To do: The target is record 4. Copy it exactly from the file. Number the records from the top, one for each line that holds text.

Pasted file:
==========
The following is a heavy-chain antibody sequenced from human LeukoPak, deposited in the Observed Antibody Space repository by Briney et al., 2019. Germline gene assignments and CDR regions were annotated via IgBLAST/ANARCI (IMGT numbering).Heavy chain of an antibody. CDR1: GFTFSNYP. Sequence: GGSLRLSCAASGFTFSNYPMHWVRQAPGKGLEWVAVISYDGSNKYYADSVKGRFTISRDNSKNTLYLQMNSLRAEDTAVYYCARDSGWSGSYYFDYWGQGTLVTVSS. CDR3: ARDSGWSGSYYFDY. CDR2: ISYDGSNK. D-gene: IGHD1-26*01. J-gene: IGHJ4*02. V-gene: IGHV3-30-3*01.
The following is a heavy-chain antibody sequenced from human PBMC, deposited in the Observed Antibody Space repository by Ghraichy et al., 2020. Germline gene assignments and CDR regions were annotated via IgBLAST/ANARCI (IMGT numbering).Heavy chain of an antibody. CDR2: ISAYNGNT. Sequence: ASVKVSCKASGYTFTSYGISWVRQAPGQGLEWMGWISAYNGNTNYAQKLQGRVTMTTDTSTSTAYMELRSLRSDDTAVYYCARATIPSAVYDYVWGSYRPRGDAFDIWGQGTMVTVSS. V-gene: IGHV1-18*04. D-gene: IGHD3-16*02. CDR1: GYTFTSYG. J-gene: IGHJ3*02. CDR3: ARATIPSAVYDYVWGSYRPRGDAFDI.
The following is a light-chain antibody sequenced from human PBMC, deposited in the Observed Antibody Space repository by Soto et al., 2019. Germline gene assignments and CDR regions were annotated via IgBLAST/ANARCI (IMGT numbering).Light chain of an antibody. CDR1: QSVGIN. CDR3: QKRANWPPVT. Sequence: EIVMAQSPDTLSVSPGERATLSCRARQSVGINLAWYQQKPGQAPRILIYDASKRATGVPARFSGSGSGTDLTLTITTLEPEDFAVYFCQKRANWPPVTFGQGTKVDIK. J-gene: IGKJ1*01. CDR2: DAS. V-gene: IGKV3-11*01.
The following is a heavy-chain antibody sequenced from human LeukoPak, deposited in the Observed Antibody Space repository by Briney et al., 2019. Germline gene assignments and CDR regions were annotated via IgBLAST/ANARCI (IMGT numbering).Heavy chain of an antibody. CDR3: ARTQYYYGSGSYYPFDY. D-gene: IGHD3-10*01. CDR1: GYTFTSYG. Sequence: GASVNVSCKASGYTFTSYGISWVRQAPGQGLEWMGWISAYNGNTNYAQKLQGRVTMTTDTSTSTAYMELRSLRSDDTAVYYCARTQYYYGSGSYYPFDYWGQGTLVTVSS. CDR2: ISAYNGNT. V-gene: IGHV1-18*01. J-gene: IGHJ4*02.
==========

The following is a heavy-chain antibody sequenced from human LeukoPak, deposited in the Observed Antibody Space repository by Briney et al., 2019. Germline gene assignments and CDR regions were annotated via IgBLAST/ANARCI (IMGT numbering).Heavy chain of an antibody. CDR3: ARTQYYYGSGSYYPFDY. D-gene: IGHD3-10*01. CDR1: GYTFTSYG. Sequence: GASVNVSCKASGYTFTSYGISWVRQAPGQGLEWMGWISAYNGNTNYAQKLQGRVTMTTDTSTSTAYMELRSLRSDDTAVYYCARTQYYYGSGSYYPFDYWGQGTLVTVSS. CDR2: ISAYNGNT. V-gene: IGHV1-18*01. J-gene: IGHJ4*02.